Video: Graphing Linear Equations by Changing Their Form

Consider the equation 3𝑦 = (6π‘₯ + 3)/(2). Rearrange the equation into the form 𝑦 = π‘šπ‘₯ + 𝑐. What are the slope and 𝑦-intercept of the equation? Use the slope and intercept to identify the correct graph of the equation.

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Video Transcript

Consider the equation three 𝑦 equals six π‘₯ plus three over two. Rearrange the equation into the form 𝑦 equals π‘šπ‘₯ plus 𝑐. What are the slope and 𝑦-intercept of the equation? Use the slope and intercept to identify the correct graph of the equation.

Let’s begin this question by having a look at the first part. Here, we’re asked to rearrange our equation into the form 𝑦 equals π‘šπ‘₯ plus 𝑐. We can remember that this form, 𝑦 equals π‘šπ‘₯ plus 𝑐 or often 𝑦 equals π‘šπ‘₯ plus 𝑏, is the general form which allows us to identify key parts of a graph. We can see that our equation has a 𝑦 and an π‘₯ in the same way that the general form has a 𝑦 and an π‘₯. The difference here is that we have a three 𝑦 instead of just 𝑦. So we’ll need to divide both sides of our equation by three.

This means that, on the right-hand side, we’ll be dividing by two multiplied by three. And as two times three is six, we have 𝑦 equals six π‘₯ plus three over six. In order to simplify this fraction, we can consider the right-hand side as six π‘₯ over six plus three over six. This is equivalent to 𝑦 equals π‘₯ plus a half. And this means we have rearranged the equation into the form 𝑦 equals π‘šπ‘₯ plus 𝑐. For the second part, we can recall that when we have 𝑦 equals π‘šπ‘₯ plus 𝑐, then the coefficient of π‘₯, the letter π‘š, indicates the slope or gradient of an equation. The constant term 𝑐 represents the 𝑦-intercept.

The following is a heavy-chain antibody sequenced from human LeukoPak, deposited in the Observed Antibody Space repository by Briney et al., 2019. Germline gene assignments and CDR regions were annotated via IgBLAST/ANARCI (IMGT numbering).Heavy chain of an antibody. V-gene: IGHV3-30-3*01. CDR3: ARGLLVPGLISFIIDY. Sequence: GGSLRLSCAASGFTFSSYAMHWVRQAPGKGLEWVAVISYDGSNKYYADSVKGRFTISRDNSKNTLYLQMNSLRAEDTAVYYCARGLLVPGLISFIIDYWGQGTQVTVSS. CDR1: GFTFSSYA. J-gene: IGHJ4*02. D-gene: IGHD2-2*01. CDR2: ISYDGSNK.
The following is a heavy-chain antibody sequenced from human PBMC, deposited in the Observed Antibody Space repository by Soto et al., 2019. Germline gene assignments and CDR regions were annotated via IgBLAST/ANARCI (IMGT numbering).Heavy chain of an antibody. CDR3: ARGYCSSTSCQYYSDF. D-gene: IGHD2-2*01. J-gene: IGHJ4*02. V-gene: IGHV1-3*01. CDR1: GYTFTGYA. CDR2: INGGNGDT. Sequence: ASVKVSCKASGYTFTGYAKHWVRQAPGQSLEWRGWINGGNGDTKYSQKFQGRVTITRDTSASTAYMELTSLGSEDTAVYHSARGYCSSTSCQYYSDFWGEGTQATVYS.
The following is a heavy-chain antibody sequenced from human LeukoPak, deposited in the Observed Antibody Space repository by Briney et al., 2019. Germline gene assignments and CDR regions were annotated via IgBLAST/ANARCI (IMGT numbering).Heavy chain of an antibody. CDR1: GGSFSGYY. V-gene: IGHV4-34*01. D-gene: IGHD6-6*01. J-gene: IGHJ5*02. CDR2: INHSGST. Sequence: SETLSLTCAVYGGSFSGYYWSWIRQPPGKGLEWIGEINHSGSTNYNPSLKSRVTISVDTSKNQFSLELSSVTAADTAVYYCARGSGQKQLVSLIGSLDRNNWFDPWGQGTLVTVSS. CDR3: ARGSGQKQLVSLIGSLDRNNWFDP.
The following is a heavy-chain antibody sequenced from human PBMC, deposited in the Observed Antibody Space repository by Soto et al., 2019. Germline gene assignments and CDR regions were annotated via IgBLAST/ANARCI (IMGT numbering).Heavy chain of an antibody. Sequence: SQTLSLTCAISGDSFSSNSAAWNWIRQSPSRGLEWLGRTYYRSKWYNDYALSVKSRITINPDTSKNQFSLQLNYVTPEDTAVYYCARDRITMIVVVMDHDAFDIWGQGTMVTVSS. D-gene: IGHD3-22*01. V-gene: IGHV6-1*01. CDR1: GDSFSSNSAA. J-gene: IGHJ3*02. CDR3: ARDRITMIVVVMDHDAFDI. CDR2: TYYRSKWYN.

So when we take our equation in this form, that’s 𝑦 equals π‘₯ plus a half, the slope will be represented by the coefficient of π‘₯, which in this case would be one. The 𝑦-intercept will be positive one-half, which we can write as a half. And so we have answered the second question. We can now take a look at the graph options for the third part of the question. We’ve established that the 𝑦-intercept of our graph will be at a half. We can see on our first graph that the 𝑦-intercept is a half since the graph crosses through half on the 𝑦-axis. So this may be a possible answer.

On the second graph, it crosses the 𝑦-axis at negative a half. And so we can rule out the second graph. The third graph has a 𝑦-intercept of one, so this does not fit. And the fourth has a 𝑦-intercept at negative one. The final graph has a 𝑦-intercept of negative a half. So this wouldn’t work either. This means that we have one answer left, but it is worth checking if the slope is equal to one.

We can recall that, to find the slope of a line between two coordinates π‘₯ one, 𝑦 one and π‘₯ two, 𝑦 two, we calculate 𝑦 two minus 𝑦 one over π‘₯ two minus π‘₯ one. We can select any two coordinates that lie on the line. Here we have zero, a half and one, three over two. It doesn’t matter which one we designate as π‘₯ one, 𝑦 one and which we designate as π‘₯ two, 𝑦 two. So to find the slope, we have three-halves subtract a half over one minus zero. And since three-halves subtract a half is one and one subtract zero is one, we have one over one, which means that the slope is indeed equal to one. And so our answer is that it is the first graph which represents the equation three 𝑦 equals six π‘₯ plus three over two.

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